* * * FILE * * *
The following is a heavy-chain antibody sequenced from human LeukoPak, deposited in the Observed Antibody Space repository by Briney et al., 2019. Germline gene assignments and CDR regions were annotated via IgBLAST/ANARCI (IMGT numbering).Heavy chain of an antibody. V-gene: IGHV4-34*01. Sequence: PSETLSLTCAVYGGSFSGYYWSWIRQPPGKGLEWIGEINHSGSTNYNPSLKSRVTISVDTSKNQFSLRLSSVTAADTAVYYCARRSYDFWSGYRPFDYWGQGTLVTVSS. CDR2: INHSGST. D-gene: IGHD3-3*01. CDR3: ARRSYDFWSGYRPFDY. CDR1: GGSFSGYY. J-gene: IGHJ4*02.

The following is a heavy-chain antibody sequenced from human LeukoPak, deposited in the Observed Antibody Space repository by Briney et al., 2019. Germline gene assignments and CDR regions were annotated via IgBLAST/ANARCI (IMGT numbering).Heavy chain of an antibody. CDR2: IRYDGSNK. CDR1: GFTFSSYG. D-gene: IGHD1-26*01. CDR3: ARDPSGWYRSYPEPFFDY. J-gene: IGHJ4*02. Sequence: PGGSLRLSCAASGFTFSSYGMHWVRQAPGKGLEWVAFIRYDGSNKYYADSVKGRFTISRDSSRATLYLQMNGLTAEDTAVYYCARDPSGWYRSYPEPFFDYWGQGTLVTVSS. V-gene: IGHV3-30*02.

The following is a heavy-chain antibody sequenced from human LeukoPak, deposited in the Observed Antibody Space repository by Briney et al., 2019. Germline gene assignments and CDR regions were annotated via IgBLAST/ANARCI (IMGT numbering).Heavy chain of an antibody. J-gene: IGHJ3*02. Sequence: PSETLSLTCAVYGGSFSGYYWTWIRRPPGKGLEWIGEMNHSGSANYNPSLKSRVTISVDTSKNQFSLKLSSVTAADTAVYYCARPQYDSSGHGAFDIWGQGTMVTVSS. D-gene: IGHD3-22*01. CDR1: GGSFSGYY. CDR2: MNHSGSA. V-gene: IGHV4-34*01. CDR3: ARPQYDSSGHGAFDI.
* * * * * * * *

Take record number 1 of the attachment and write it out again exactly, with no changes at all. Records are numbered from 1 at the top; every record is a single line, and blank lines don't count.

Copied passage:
The following is a heavy-chain antibody sequenced from human LeukoPak, deposited in the Observed Antibody Space repository by Briney et al., 2019. Germline gene assignments and CDR regions were annotated via IgBLAST/ANARCI (IMGT numbering).Heavy chain of an antibody. V-gene: IGHV4-34*01. Sequence: PSETLSLTCAVYGGSFSGYYWSWIRQPPGKGLEWIGEINHSGSTNYNPSLKSRVTISVDTSKNQFSLRLSSVTAADTAVYYCARRSYDFWSGYRPFDYWGQGTLVTVSS. CDR2: INHSGST. D-gene: IGHD3-3*01. CDR3: ARRSYDFWSGYRPFDY. CDR1: GGSFSGYY. J-gene: IGHJ4*02.